Sherrie Peters’ bedbugs case makes me uncomfortable, and not just because it involves bedbugs.
Her unfortunate story underscores the importance of honesty. Omitting information from a case can doom our advocacy efforts.
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First, let’s take a look at this case as it was presented to us. In her request for help, Peters told me that in January 2016 her family checked into an AmericInn motel.
Bedbugs in her hotel room?
“During our stay, we noticed an infestation of bedbugs in our room,” she recalled. “When bringing it to the attention of staff they confirmed that this room had bedbugs the week prior. We were then moved to another room.”
Moved to a different room? Moving to another room is not the best plan of action when faced with an “infestation of bedbugs.” A better idea would be to take some pictures and immediately check out.
Peters reported that the motel had no manager on duty to discuss her concerns. The staff told her that she should call the manager after the weekend. On Monday, the manager told her that she should forward all her cleaning bills to the motel and he would provide reimbursement.
That promise appeared in Peter’s paper trail. So it was surprising when Peters told me that the owner “just stopped responding to my requests for reimbursement.”
I carefully reviewed the paperwork that Peters had sent us. It did appear that after February 2016 she was met with silence from both the owner and manager. She told me she had also tried to contact the corporate office, but they referred her back to the owner.
No help from the corporate office
Every motel in the AmericInn franchise is independently owned, Peters explained. The corporate office refused to get involved.
This certainly is not a consumer-friendly policy.
If a motel is hanging the shingle of AmericInn, then the corporation should respond to a consumer complaint if the owner does not.
So, after receiving no response from the owner or the manager, I sent an inquiry to the headquarters of AmericInn. I explained the situation and asked if they could assist. They did respond, but only to refer us back to the owner of the motel.
At this point, I was stumped. Why would a motel offer to pay a cleaning bill, ask for receipts and then ignore any further interaction with the customer?
The shocking truth of this bedbugs case
I decided to send one last email to the company. I explained that we would be writing a story about this troubling bedbugs case and we would like to have AmericInn’s position.
This time, Ron Shimek, vice president of operations of AmericInn, responded. I was then given a new, alternative version of Peters’ case.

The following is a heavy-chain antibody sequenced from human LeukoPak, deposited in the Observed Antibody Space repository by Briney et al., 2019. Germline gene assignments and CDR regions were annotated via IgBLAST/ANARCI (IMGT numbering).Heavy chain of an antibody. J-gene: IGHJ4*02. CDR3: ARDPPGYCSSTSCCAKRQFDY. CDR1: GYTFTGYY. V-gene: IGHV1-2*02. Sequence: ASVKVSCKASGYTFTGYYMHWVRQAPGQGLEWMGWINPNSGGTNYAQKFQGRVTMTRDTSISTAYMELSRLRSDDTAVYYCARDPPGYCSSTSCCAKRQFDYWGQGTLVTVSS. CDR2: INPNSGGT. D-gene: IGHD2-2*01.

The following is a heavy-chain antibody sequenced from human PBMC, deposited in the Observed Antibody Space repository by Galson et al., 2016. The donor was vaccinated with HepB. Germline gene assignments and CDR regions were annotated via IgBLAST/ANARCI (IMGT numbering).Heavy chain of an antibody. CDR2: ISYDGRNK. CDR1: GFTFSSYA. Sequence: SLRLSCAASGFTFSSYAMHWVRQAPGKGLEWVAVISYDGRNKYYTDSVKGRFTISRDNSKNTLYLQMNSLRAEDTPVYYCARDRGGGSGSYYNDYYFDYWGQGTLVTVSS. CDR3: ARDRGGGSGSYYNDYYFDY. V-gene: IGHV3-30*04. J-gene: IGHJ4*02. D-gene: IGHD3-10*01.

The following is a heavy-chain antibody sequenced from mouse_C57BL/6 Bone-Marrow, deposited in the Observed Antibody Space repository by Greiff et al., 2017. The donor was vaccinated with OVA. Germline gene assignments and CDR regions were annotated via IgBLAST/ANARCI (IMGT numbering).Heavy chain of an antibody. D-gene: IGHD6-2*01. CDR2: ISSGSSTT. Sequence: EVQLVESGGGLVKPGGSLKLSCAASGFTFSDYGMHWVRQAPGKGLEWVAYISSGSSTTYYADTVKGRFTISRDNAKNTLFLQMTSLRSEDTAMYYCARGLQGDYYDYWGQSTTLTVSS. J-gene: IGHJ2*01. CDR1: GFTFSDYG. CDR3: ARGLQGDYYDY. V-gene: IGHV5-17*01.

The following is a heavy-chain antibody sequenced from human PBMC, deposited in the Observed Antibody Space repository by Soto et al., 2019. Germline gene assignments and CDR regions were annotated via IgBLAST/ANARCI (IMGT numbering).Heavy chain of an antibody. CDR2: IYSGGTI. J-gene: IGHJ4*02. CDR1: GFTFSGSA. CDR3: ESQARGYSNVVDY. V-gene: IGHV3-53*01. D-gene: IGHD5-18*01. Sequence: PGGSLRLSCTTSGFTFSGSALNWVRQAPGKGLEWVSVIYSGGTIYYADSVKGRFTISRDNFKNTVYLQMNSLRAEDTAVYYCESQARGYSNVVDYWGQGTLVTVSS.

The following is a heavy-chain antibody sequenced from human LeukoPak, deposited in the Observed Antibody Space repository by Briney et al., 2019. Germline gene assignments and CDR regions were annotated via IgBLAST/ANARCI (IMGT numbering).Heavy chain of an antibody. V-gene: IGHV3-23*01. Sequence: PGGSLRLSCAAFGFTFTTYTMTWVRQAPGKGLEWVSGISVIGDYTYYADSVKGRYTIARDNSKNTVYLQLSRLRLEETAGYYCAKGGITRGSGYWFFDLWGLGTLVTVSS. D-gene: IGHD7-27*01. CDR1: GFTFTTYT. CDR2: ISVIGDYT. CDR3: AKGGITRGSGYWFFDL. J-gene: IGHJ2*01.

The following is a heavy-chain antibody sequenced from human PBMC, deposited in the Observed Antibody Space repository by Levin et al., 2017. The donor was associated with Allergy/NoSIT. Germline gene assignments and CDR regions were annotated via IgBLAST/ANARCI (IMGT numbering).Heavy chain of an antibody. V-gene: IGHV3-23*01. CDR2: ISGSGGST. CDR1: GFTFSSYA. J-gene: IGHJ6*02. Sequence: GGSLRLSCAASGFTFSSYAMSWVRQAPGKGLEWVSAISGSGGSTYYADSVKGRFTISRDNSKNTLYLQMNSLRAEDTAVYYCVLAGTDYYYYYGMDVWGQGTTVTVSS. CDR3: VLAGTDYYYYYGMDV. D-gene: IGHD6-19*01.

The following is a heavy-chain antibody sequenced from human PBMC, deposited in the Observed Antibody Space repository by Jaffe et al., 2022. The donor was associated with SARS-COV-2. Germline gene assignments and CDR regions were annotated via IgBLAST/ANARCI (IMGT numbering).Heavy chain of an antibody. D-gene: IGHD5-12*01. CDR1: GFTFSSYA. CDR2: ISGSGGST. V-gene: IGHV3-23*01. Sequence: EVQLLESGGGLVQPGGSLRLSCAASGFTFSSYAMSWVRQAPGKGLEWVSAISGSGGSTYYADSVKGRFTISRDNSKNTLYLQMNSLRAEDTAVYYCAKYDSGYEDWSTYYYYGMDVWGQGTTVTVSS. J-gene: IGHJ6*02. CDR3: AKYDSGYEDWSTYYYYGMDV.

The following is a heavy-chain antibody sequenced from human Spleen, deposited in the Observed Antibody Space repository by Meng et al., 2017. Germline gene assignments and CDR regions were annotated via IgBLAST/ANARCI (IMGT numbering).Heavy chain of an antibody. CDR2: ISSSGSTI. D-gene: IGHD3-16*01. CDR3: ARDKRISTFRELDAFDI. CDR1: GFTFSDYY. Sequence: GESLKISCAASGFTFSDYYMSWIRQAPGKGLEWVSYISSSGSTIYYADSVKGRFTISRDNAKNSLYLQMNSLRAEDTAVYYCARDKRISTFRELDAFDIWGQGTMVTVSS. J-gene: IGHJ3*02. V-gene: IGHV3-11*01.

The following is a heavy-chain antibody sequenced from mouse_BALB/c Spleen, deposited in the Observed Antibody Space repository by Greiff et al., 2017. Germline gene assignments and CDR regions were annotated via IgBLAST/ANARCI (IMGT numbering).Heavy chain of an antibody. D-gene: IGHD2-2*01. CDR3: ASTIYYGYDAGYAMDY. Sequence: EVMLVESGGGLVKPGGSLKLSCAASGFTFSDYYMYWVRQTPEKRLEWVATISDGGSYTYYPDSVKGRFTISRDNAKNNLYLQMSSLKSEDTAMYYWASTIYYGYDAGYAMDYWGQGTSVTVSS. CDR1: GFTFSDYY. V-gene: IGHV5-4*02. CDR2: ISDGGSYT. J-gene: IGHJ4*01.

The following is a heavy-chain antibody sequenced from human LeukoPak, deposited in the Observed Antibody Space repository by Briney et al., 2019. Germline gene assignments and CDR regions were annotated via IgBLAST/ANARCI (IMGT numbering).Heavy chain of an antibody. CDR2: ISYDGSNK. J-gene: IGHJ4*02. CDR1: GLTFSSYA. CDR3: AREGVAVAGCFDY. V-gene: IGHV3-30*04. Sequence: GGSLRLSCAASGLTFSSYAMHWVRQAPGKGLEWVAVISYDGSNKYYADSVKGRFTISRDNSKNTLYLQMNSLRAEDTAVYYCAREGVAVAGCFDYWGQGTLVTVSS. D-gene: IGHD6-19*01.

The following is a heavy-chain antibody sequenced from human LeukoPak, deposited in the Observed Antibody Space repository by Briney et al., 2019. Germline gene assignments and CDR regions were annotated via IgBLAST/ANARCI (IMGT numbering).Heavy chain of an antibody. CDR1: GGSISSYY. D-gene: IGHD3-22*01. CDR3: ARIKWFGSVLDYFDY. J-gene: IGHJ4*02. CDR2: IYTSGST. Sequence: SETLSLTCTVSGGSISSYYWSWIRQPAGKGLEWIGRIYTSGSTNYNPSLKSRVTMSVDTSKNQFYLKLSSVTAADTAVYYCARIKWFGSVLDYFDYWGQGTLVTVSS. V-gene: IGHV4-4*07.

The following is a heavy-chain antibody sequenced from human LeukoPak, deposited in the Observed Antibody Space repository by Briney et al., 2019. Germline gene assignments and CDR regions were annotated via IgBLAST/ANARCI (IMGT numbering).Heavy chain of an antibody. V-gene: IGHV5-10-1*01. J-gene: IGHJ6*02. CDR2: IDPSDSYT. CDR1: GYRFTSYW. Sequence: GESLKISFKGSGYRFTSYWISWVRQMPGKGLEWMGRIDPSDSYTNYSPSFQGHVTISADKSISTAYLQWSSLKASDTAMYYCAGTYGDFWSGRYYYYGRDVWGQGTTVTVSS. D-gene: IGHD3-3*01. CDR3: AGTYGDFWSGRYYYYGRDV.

To begin with, no bedbugs had been confirmed at this location. However, in the spirit of positive consumer relations, the owner offered to pay Peters’ cleaning bills. She had submitted a typed itemized list that included cleaning fees and the values for items that needed to be replaced. The owner promptly sent her a $500 check and refunded her hotel stay. Peters cashed that check on March 6, 2016.
Is this extortion?
Shimek explained that Peters was not satisfied with the $500 and asked for $300 more. This extra amount was to replace headphones valued at $150 and some hockey equipment that Peters said she needed to replace because of their exposure to the bedbugs. At that time, the owner told her that if she provided receipts and produced the items that she wanted him to replace, he would then give her the additional reimbursement.
Instead of providing the owner with any receipts, Peters went to the Minnesota Attorney General’s office and filed a complaint. AmericInn has a copy of the owner’s response. In that response to the AG, he explains that he asked for receipts for the somewhat questionable items on Peter’s reimbursement list. She did not forward any receipts. The AG closed the case.
After my phone call with Shimek, I emailed Peters to ask if this was all true. Now, a month after I had begun advocating this case, Peters confirmed that the owner had sent her $500. She also shared a letter to the CEO of the company where she acknowledges that she was reimbursed this amount. But she tells the CEO that she is still expecting $300 to satisfy her complaint. She points out to him that the company should be pleased that she has not gone to social media with her story.
I told Peters that there would be no further payments from AmericInn. The company considers the case completely closed. And so do we.
An advocate feeling a bit bamboozled
In this case, if we had been provided all the facts initially, we would have dismissed it. Peters was given a clear and reasonable resolution by the owner. She only needed to provide receipts for her expenses and proof that she had been forced to dispose of the high-ticket items on her list. The owner said he would have reimbursed her. For some reason, she did not send these receipts or provide any proof of disposal.
When a consumer purposely leaves out information that significantly changes the core of their story, it wastes our time and the company’s time. We can’t advocate a case properly with half-truths and omissions. Our advocacy team receives many cases every day, and we want to help as many consumers as possible. A case like this just diverts our energies to a useless endeavor — and that’s not fair to anyone.
Update: Since this article first appeared in March 2017, the Wyndham Hotel chain has acquired the AmericInn Hotel chain.